Thursday, February 3, 2011

Everyday Ordinariness

Artha, one of the four duties in Hinduism, is a part of the householder stage in which an individual acquires wealth, and ultimately meaning in life. The “Artha” story in Love and Longing in Bombay, by Vikram Chandra, presents the question of how an individual gains purpose in life and asks the question of how wealth is defined.

According to Chandra, the answer lies in the relationship between two people and not on the rupees acquired. Chandra writes “there was a comforting everyday ordinariness in the person who sat across the aisle from me, knee to knee” (165) describing the idea that home is not confined to four walls, rather it is found in the people closest to an individual—home is in the smile of a friend, the sigh of a parent, the complaint of a sibling. Home does not need excessive garnish which pleases the eye. Home should be a state of comfort, of predictability. Artha revolves around finding the place of comfort in another person. The householder stage surpasses material wealth.

In Love and Longing in Bombay, Iqbar states “I went as hopelessly as, as a man without a friend in the world” (181). An alone man, without any loved ones becomes lost without the guidance of their duty in life, they become a failed householder with no home to return to.

Chandra presents an interesting and contradictory idea to the notion of home when he writes “he turned away from me, towards the basins. I put a hand on his shoulder and he jerked it off, took another step, further, his face turned away, and it was absurd but I had the sense that he was crying. I had never seen him cry” (181). The reason Rajesh turns away from Iqbar is centered in the fact that individuals do not want to disappoint the people closest to them. Home involves great comfort but it also involves a great amount of pressure when an individual is constantly trying to achieve position in life, fulfilling their Artha, not realizing his or her duty is already filled by creating a sense of home in his or her relationships.

An essential aspect of Chandra’s definition of home revolves around the fact that a home is not confined by blood. Dilip states “how much I didn’t know about my own brother” (197), when at the same moment Iqbar lists all the intimate details he acquired about Rajesh’s family. Chandra shows that the relationship between kin does not automatically establish a place of comfort an individual can depend on. Home is not something an individual is born into, rather it is a state of being that is created with each passing experience.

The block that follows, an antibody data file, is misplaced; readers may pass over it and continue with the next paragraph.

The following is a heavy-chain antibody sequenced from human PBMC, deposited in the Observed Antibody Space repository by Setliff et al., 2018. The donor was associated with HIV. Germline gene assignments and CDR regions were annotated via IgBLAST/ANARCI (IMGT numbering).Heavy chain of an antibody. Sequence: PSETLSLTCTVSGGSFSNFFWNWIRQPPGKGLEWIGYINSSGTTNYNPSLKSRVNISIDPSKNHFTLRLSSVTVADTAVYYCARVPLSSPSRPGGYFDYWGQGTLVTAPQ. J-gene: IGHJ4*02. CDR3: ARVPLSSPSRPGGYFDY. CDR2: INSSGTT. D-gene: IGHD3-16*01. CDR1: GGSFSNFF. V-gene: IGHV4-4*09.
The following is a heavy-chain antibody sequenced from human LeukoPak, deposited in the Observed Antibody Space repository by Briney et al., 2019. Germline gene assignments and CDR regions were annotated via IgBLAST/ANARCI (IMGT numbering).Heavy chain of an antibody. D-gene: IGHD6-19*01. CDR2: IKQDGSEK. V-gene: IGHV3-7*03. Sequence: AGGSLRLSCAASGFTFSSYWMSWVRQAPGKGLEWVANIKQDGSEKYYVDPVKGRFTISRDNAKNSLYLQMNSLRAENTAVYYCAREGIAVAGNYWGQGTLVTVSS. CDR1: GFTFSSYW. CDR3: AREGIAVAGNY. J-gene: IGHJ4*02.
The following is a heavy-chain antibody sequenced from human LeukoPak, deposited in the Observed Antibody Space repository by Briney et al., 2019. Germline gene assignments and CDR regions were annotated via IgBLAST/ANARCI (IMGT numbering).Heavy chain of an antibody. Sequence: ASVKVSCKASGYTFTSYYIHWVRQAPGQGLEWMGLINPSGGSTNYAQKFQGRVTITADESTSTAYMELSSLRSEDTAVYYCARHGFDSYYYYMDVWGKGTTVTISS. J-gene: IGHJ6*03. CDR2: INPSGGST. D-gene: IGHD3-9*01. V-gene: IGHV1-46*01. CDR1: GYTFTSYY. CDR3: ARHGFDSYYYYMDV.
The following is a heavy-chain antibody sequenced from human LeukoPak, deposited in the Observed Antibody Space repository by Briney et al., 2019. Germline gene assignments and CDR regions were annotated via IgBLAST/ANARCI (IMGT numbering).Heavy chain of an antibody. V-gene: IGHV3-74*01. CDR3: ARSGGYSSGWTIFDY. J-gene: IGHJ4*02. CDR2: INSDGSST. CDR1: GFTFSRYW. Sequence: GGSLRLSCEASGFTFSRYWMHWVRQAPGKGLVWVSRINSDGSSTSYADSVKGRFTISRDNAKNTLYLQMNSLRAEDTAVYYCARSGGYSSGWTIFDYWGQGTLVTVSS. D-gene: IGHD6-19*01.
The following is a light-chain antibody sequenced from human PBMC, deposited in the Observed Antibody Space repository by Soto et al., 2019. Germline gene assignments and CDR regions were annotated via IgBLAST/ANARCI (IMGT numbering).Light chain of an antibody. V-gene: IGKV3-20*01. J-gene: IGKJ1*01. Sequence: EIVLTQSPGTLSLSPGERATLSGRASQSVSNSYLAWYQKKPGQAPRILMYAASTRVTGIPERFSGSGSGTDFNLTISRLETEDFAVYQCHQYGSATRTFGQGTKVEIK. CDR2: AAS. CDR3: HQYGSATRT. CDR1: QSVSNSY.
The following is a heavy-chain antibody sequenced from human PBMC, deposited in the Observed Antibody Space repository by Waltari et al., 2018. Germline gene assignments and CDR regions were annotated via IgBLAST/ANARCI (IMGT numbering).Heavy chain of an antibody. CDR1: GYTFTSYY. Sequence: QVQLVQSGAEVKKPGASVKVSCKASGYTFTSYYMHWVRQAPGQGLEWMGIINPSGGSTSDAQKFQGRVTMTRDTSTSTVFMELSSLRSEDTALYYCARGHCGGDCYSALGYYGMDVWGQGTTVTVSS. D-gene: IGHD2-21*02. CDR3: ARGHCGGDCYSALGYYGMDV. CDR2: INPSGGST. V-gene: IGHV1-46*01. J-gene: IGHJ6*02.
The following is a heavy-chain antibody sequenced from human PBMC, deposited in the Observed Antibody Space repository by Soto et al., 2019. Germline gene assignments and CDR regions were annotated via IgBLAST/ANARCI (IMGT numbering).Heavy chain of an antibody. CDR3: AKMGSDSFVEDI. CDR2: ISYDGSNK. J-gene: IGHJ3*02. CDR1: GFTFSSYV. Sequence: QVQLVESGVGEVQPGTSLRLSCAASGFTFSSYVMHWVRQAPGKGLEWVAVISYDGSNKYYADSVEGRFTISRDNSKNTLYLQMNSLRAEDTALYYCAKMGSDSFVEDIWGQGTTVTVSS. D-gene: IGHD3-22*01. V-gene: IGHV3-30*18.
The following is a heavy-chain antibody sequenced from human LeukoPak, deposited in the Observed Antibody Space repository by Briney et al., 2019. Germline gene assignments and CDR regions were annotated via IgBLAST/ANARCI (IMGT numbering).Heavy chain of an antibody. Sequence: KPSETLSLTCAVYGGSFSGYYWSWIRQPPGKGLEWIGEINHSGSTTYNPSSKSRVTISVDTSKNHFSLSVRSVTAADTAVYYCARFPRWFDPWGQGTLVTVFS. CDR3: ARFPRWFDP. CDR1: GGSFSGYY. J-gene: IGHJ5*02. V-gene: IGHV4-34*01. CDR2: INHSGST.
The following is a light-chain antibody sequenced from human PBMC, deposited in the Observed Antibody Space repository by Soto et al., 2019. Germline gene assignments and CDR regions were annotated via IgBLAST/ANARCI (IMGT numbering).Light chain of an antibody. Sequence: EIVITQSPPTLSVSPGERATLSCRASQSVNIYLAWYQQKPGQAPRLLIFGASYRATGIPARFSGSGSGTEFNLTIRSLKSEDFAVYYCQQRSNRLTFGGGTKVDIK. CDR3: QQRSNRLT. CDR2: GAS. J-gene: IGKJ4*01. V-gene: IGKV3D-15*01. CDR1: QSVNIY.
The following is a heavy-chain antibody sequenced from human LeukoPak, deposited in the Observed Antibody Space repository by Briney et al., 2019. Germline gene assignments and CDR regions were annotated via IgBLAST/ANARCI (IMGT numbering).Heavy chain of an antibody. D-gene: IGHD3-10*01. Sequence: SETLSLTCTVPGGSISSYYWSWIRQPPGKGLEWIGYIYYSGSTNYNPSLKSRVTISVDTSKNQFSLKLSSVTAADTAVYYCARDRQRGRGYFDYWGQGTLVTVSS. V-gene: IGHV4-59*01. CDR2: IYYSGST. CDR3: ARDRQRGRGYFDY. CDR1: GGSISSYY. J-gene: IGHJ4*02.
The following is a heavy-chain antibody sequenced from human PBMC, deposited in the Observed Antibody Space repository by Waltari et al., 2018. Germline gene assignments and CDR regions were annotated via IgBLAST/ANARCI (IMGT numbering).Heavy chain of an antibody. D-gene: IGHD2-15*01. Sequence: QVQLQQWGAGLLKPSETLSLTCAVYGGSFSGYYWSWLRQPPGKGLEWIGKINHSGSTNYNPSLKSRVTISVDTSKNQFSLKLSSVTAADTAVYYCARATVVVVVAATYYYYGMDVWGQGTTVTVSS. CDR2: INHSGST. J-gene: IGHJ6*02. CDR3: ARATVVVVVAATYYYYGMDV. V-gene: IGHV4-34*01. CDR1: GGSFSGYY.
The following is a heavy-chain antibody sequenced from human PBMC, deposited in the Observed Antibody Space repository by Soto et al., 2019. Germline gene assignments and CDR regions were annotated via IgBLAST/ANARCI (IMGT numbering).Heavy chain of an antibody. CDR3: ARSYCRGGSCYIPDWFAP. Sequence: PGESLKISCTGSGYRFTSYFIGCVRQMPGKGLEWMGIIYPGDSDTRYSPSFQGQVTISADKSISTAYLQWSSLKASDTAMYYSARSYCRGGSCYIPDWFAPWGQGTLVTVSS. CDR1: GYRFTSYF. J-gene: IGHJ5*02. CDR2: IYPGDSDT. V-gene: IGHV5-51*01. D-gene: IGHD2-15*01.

An individual should be able to find traces of home wherever he or she is because home is defined as ordinariness. Iqbar knew about the relationship between Anubhav and Miss Viveka “because of the laughter in their conversations and their occasional glances back at each other, their happiness and that feeling of safety in their now-and-then glancing shoulders. I knew it because they weren’t looking at each other. It was exactly how Rajesh and I used to stand” (218). Iqbar related to the safety and casualty to the interactions, the ordinariness. Neither individual were trying to impress each other because they were already at home. Iqbar found his own experiences in the interactions of others which shows that traces of home can be found at any moment, constantly reminding an individual of his great purpose in life.

Though Chandra emphasizes the idea that home is not created by those physically related to an individual, but to those who are able to establish a level of familiarity, the two are the same for me. I am most comfortable with the people who share my DNA. Wherever I go I can find traces of the home I have created by remembering the struggles and experiences that have established a “feeling of safety” (218). Even in Love and Longing in Bombay I was able to find my home, knowing intimate details about the pain and beauty of the characters though the author didn’t provide them. Jago Antia may appear to be a fallen warrior, evoking “sympathy” (5) from his fellow service men, however I see him as greatness. He embodies strength and grace. Chandra writes “below his right knee the flesh was white and twisted away from the bone. Below the ankle was a shapeless bulk of matter” (20) and in this description Chandra details the image of my father. So when Jago brings “the blade down below his knee” (20) I see my father signing hospital papers permitting the doctors to amputate his own leg. I do not feel sympathy for Jago because I know that there is an unseen greatness in an individual who is willing to completely change his or her life around in one fell swoop. I am not shocked by Chandra’s writing because I find comfort in it, knowing the tears I have shed over the same experience and the house that it built. I laugh at Jago Antia’s “phantom pains” (5) because they are a normal occurrence in my house.

An individual’s family is not composed of the people who turn “away out of sympathy” (5). An individual should be able to find home everywhere he or she turns because home lies in the “everyday ordinariness” (165), in the memories of past experiences shaped by the people an individual is with and not by the outcome.

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